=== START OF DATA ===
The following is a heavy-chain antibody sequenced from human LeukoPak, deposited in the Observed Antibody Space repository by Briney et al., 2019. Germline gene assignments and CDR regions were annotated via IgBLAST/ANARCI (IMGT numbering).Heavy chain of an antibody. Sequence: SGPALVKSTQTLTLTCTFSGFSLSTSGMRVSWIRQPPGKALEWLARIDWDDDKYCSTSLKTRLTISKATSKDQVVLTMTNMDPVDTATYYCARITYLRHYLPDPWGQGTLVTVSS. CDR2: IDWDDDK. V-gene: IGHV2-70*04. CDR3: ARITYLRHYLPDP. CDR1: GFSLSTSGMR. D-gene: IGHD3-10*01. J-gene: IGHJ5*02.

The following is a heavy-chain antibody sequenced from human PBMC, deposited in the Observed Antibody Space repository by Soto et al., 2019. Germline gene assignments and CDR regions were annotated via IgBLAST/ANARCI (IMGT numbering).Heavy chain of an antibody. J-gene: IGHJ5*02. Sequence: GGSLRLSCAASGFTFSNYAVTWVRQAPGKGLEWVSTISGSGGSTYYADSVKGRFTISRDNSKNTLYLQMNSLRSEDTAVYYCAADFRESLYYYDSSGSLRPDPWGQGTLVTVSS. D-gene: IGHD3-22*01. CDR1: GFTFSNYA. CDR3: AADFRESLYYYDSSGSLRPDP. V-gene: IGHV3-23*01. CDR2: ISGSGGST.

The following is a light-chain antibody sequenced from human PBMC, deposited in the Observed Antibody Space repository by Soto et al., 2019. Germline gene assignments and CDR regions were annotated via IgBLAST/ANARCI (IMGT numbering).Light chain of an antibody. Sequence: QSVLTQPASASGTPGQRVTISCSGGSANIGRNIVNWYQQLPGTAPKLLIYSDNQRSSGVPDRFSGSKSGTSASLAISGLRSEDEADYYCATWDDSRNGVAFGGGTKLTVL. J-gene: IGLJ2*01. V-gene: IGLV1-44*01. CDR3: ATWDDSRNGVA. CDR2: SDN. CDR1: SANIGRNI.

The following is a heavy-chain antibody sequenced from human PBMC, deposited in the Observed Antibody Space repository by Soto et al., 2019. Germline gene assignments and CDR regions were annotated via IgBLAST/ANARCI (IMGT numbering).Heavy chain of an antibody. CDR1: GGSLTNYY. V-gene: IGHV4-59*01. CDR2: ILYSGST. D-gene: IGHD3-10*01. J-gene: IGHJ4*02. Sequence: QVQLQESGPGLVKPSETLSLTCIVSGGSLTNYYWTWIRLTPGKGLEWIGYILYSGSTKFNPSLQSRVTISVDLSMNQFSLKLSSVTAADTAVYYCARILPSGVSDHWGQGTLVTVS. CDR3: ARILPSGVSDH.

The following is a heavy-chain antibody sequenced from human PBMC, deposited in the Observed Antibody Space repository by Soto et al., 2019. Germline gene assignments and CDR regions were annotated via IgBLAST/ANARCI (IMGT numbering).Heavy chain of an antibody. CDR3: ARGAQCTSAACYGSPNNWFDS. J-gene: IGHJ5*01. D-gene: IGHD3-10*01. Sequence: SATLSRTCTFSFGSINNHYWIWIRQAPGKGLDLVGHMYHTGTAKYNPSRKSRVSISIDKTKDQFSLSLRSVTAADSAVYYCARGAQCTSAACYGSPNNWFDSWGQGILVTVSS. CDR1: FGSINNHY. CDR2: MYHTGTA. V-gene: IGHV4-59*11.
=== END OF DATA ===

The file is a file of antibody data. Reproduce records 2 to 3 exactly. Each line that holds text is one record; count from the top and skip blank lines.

The following is a heavy-chain antibody sequenced from human PBMC, deposited in the Observed Antibody Space repository by Soto et al., 2019. Germline gene assignments and CDR regions were annotated via IgBLAST/ANARCI (IMGT numbering).Heavy chain of an antibody. J-gene: IGHJ5*02. Sequence: GGSLRLSCAASGFTFSNYAVTWVRQAPGKGLEWVSTISGSGGSTYYADSVKGRFTISRDNSKNTLYLQMNSLRSEDTAVYYCAADFRESLYYYDSSGSLRPDPWGQGTLVTVSS. D-gene: IGHD3-22*01. CDR1: GFTFSNYA. CDR3: AADFRESLYYYDSSGSLRPDP. V-gene: IGHV3-23*01. CDR2: ISGSGGST.

The following is a light-chain antibody sequenced from human PBMC, deposited in the Observed Antibody Space repository by Soto et al., 2019. Germline gene assignments and CDR regions were annotated via IgBLAST/ANARCI (IMGT numbering).Light chain of an antibody. Sequence: QSVLTQPASASGTPGQRVTISCSGGSANIGRNIVNWYQQLPGTAPKLLIYSDNQRSSGVPDRFSGSKSGTSASLAISGLRSEDEADYYCATWDDSRNGVAFGGGTKLTVL. J-gene: IGLJ2*01. V-gene: IGLV1-44*01. CDR3: ATWDDSRNGVA. CDR2: SDN. CDR1: SANIGRNI.